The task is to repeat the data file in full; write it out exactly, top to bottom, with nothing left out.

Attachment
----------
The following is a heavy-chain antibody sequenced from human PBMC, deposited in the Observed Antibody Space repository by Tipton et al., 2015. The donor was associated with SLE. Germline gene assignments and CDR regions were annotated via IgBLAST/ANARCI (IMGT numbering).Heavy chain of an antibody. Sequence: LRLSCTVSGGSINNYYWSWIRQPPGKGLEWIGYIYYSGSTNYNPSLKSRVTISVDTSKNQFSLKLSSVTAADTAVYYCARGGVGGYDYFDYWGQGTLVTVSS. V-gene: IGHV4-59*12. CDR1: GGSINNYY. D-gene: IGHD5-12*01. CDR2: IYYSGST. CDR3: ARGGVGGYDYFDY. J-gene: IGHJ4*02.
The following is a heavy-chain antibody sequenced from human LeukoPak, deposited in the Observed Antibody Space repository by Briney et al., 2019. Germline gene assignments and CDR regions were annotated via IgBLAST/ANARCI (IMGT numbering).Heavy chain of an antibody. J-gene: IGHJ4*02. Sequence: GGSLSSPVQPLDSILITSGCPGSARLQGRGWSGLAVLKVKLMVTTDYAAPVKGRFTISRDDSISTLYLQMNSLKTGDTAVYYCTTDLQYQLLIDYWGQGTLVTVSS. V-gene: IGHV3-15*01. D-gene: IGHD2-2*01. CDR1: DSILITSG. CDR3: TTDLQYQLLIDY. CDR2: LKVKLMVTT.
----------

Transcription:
The following is a heavy-chain antibody sequenced from human PBMC, deposited in the Observed Antibody Space repository by Tipton et al., 2015. The donor was associated with SLE. Germline gene assignments and CDR regions were annotated via IgBLAST/ANARCI (IMGT numbering).Heavy chain of an antibody. Sequence: LRLSCTVSGGSINNYYWSWIRQPPGKGLEWIGYIYYSGSTNYNPSLKSRVTISVDTSKNQFSLKLSSVTAADTAVYYCARGGVGGYDYFDYWGQGTLVTVSS. V-gene: IGHV4-59*12. CDR1: GGSINNYY. D-gene: IGHD5-12*01. CDR2: IYYSGST. CDR3: ARGGVGGYDYFDY. J-gene: IGHJ4*02.
The following is a heavy-chain antibody sequenced from human LeukoPak, deposited in the Observed Antibody Space repository by Briney et al., 2019. Germline gene assignments and CDR regions were annotated via IgBLAST/ANARCI (IMGT numbering).Heavy chain of an antibody. J-gene: IGHJ4*02. Sequence: GGSLSSPVQPLDSILITSGCPGSARLQGRGWSGLAVLKVKLMVTTDYAAPVKGRFTISRDDSISTLYLQMNSLKTGDTAVYYCTTDLQYQLLIDYWGQGTLVTVSS. V-gene: IGHV3-15*01. D-gene: IGHD2-2*01. CDR1: DSILITSG. CDR3: TTDLQYQLLIDY. CDR2: LKVKLMVTT.